The Coming State Pension Disaster
April 13, 2011
Faulty accounting practices stipulated by the Government Accounting Standards Board (GASB) have allowed state retirement systems to dramatically underestimate their pension deficits. In most states, the trustees of these funds have not provided the right data or even agreed to release it. This cover-up stands in the way of designing the reforms needed to fix the most serious calamity facing state and local finances, says Rich Danker, project director for economics at American Principles in Action.
- In a report published a year ago, Andrew Biggs of the American Enterprise Institute calculated that by mid-2008 the states' collective unfunded pension liabilities exceeded $3 trillion.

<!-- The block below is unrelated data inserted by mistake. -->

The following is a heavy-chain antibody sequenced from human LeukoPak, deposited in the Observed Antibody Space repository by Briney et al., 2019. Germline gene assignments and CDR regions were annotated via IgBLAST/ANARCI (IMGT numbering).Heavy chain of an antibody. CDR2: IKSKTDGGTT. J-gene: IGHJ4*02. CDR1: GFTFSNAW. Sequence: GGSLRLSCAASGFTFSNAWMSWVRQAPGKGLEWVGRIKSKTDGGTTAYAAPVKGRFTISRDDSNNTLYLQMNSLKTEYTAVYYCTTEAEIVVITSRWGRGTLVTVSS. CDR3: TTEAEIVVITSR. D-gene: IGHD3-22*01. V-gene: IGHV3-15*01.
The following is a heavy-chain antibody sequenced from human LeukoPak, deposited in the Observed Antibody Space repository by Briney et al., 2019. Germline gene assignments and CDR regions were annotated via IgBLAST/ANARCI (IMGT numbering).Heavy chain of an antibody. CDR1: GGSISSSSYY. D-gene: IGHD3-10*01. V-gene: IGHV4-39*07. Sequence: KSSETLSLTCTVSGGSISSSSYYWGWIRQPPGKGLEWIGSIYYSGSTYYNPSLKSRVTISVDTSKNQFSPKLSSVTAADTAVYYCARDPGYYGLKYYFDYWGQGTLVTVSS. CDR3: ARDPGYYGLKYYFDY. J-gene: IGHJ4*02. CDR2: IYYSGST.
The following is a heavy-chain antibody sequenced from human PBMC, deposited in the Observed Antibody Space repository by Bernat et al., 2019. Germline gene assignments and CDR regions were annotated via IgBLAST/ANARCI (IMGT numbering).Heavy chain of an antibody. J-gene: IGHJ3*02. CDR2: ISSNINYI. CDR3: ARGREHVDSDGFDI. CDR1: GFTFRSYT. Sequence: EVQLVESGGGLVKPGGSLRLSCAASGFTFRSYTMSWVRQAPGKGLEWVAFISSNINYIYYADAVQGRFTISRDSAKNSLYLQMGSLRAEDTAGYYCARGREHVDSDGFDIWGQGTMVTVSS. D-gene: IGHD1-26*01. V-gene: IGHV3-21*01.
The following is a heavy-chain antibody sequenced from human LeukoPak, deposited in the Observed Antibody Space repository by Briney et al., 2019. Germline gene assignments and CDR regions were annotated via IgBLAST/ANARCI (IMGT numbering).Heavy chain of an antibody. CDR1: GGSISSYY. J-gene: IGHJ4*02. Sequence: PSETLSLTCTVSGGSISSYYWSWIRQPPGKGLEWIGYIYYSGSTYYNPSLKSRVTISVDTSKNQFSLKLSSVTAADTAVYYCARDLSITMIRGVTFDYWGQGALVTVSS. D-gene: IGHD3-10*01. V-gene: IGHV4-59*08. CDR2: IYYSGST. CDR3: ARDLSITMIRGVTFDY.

- The state pension funds reported $438 billion at the time.
- Biggs calculated in the same report that the average pension plan has only a 16 percent probability of being able to pay off its liabilities as presently constructed.
Incremental reforms will not fix this picture. States need to remake their pension systems by restructuring benefits and switching to the defined contribution method of compensation, says Danker.
Source: Rich Danker, "Bad Accounting Hides America's Coming Pension Disaster," Washington Examiner, April 12, 2011.
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